- pot holder or oven glove
- food preparation tools (tongs, spatula, can opener, potato peeler, mixing bowl)
- cleaning tools (scourer, dish cloth, drying rack, washing-up liquid, wet wipes)
- tin foil
Good non-perishable foods to have as standard in your camp “pantry”:
- salt and pepper
- herbs and spices
- coffee, tea, sugar and hot chocolate
- cooking oil
- condiments (chutney, tomato sauce)
- snacks (rusks, crisps)
- spreads (peanut butter, jam, Marmite)
- starch (rice, pasta)
Work out a rough menu before you leave and make sure you pack the necessary ingredients. Keep recipes simple. You might like to invest in a portable gas cylinder plus ring burner. It’s easier for preparing simple breakfast dishes, boiling the kettle and for making side dishes.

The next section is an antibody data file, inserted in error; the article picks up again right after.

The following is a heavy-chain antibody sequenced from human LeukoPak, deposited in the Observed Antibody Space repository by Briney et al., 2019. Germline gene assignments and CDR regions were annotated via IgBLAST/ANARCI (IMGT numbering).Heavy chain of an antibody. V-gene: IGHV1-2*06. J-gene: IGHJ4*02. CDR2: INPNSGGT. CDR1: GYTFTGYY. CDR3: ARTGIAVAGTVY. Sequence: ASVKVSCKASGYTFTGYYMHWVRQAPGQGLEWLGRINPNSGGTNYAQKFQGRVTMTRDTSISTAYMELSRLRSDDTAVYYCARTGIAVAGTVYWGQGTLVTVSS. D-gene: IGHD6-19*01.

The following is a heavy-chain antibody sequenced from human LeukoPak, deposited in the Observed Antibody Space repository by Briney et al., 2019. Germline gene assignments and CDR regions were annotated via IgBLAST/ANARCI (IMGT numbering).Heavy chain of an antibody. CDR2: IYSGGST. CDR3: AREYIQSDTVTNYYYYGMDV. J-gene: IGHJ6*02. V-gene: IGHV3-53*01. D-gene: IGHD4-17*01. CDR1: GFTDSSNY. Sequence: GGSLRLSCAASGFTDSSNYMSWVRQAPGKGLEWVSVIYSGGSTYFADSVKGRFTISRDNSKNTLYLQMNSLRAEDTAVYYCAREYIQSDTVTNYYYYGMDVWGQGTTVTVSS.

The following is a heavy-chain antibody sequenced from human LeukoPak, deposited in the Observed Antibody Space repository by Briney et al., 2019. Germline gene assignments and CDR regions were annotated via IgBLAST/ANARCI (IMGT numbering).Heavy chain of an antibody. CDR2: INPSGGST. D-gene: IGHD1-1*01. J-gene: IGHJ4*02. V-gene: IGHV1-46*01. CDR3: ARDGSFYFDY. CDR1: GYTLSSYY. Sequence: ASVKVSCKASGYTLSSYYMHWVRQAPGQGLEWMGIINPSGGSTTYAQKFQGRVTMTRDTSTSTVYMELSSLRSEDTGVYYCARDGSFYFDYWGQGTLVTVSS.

Store perishable foods in a cool box or camp refrigerator. Pre-frozen ice packs or gel packs are a winner for keeping food cool for a few days. Remember to keep your cool box in the shade, drain it of excess water regularly and don’t open and close it unnecessarily.
In the know
When packing your vehicle, think of what you’re going to need first, and pack this last. Pitching a tent on a hot day can make you thirsty, so make sure Dad’s ice cold beer and some cold drinks are within easy reach.
Light up your life
Ideally, you’ll have just the moon and stars to light up the site but this means you’ll need your own lighting. Choose the option that works best for you: